At the time that Henry Schricker served as Governor, the constitution stated that no individual could serve in the position for more than four out of eight years, so Schricker was not eligible to run for re-election. Instead, he received his party’s nomination for the U.S. Senate seat, of which he did not win. Instead, Schricker returned to the banking business until he was called on to run as the Democratic candidate for governor again in 1947. With his reelection in 1948, Schricker became the first person to serve as Governor for two terms. At the time of his election, both houses of the Indiana General Assembly were once again in Republican control.76
The last big event in Henry Schricker’s political career occurred during the 1952 presidential election, when Schricker delivered the nomination speech of Illinois Governor Adlai Stevenson at the Democratic National Convention in Chicago. In that same year, Schricker ran for the U.S. Senate seat again, and was once again defeated.77 With the end of his second term as Indiana Governor in January 1953, Schricker left public office for the final time.78 When he retired, Schricker returned to Knox, Indiana, where he died on December 28, 1966. He is buried at Crown Hill Cemetery in Knox.79
The bust was dedicated on November 11, 1964 in a ceremony that drew over 350 people. Former Governor Schricker attended with his wife and their six grandchildren. The bust was unveiled before the reading of a message from then-president, Lyndon B. Johnson. The Schricker bust displaced a bust of Abraham Lincoln, which is now located in a niche on the northeast corner on the outside of the rotunda on the second floor of the State House. The bust cost $3,500 dollars and was paid for by the governor's contingency fund. Sculptor Rubins placed the bust of Governor Schricker on a rock in order "to establish the deep strength of the man."80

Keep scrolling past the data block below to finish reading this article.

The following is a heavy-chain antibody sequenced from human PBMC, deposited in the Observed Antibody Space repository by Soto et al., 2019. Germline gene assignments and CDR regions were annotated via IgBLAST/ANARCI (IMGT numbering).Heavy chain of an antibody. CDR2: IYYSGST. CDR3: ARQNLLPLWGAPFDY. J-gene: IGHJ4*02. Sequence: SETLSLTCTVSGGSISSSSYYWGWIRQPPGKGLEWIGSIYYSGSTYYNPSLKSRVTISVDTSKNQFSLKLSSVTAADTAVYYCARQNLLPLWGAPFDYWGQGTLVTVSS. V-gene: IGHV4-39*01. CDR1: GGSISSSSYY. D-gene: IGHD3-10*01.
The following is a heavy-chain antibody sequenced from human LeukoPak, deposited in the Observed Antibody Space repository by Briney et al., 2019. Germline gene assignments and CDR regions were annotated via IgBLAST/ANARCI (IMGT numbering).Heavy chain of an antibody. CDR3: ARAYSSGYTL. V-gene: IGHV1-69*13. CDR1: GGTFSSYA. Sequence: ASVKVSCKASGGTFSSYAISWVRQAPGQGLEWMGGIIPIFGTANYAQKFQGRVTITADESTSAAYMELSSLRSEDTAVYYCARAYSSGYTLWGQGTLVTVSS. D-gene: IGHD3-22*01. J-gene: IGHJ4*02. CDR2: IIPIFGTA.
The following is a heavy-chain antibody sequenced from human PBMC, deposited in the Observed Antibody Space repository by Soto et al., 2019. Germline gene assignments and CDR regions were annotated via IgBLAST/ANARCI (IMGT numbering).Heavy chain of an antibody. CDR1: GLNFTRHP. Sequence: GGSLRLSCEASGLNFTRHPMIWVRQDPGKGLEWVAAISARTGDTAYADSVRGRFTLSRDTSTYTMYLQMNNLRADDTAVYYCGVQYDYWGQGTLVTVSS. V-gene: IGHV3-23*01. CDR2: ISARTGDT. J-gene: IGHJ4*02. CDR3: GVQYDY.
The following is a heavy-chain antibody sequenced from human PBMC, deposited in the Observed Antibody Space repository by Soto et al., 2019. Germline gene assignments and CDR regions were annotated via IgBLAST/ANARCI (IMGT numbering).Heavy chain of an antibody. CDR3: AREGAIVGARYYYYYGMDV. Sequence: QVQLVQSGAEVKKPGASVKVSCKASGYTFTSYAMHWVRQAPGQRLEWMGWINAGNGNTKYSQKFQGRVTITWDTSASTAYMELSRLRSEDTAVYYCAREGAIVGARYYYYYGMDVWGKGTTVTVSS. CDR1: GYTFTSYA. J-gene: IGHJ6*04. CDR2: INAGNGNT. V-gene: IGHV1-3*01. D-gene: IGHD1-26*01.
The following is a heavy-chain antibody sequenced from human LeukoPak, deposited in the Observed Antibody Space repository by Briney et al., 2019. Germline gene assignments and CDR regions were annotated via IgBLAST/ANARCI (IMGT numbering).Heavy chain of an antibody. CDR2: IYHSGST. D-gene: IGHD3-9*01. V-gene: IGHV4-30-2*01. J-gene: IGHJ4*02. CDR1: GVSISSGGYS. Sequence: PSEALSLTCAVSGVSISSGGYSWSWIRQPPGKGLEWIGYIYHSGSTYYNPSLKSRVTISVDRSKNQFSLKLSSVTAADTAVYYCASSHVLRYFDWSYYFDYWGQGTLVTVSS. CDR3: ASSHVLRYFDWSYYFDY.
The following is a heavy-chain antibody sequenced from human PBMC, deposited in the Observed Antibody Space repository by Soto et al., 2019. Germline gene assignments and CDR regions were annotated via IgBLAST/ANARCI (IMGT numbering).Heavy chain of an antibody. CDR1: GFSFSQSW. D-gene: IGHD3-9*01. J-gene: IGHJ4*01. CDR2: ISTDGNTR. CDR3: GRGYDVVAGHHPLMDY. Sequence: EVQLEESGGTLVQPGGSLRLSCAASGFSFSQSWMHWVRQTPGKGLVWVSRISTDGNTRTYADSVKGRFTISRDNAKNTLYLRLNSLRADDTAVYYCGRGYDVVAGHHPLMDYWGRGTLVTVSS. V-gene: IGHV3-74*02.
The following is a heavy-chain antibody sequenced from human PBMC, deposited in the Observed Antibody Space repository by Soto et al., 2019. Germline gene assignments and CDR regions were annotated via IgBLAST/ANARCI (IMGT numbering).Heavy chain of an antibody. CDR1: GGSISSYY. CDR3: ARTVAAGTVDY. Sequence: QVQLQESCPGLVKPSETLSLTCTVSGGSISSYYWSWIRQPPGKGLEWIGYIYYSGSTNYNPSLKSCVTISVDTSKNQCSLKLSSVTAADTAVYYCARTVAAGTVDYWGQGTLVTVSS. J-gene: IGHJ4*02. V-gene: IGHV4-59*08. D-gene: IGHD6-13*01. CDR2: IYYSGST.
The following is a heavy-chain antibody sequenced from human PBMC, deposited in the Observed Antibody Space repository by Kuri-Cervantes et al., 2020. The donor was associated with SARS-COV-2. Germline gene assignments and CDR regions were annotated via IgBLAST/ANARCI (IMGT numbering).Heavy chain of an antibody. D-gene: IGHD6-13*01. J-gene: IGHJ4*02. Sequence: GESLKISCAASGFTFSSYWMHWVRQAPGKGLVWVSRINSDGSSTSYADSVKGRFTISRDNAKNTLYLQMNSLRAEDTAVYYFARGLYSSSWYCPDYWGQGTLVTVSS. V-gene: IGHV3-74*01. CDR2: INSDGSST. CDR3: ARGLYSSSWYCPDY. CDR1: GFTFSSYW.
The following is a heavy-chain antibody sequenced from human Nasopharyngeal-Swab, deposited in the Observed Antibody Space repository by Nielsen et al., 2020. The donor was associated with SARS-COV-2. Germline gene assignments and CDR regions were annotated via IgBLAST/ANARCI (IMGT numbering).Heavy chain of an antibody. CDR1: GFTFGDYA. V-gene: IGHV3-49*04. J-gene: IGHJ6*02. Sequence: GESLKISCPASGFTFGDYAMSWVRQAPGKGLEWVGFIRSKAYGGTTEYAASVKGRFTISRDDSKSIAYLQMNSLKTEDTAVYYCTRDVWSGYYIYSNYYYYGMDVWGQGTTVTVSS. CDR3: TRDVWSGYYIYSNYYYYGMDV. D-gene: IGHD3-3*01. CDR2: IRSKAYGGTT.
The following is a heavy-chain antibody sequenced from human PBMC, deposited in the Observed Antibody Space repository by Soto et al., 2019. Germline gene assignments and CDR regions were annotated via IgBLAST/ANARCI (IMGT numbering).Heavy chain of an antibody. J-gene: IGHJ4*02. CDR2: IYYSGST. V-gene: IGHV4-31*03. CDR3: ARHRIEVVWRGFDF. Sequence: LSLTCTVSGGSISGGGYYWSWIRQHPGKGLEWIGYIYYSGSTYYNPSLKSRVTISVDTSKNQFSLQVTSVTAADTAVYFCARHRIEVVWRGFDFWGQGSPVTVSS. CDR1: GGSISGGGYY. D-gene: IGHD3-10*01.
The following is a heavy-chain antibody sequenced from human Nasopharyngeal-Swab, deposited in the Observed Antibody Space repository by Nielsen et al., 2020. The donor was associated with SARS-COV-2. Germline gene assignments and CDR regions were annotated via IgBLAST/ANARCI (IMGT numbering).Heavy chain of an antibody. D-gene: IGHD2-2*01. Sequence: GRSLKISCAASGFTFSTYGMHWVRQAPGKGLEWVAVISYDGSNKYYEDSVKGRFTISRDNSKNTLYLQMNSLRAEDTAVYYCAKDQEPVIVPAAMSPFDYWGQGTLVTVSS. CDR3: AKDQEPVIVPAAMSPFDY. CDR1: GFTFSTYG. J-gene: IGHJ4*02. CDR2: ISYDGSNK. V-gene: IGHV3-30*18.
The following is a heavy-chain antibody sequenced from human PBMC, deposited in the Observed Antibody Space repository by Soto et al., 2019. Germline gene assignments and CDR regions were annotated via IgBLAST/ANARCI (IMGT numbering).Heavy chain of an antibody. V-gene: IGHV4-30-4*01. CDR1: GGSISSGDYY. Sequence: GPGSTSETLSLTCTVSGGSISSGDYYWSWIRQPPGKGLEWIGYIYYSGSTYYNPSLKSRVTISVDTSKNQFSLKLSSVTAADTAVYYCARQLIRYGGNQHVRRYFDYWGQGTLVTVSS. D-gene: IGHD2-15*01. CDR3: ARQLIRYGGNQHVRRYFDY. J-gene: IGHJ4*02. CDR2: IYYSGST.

David Kresz Rubins was born in Minneapolis in 1902. As a young man, he apprenticed to J.E. Fraser before moving on to study at Dartmouth College and the Beaux-Arts Institute of Design in New York. He then traveled to Europe to study in Paris, where he was awarded the Paris Prize in Sculpture. He was a fellow of the American Academy in Rome 1928 to 1931. He joined the faculty of the Herron School of Art in Indianapolis in 1935. While there, he taught drawing, anatomy, ceramics, and sculpture. He also authored a textbook, "The Human Figure: An Anatomy for Artists", in 1953. Rubins retired from teaching in 1970, three years after Herron became a part of Indiana University. He was named professor emeritus in 1981. He died in 1985 at the age of 82. Rubins’ work includes the statue of Young Abraham (located between the North and South Government Center buildings in Indianapolis, just outside of the Indiana State House), along with a number of plaques at Riley Hospital.81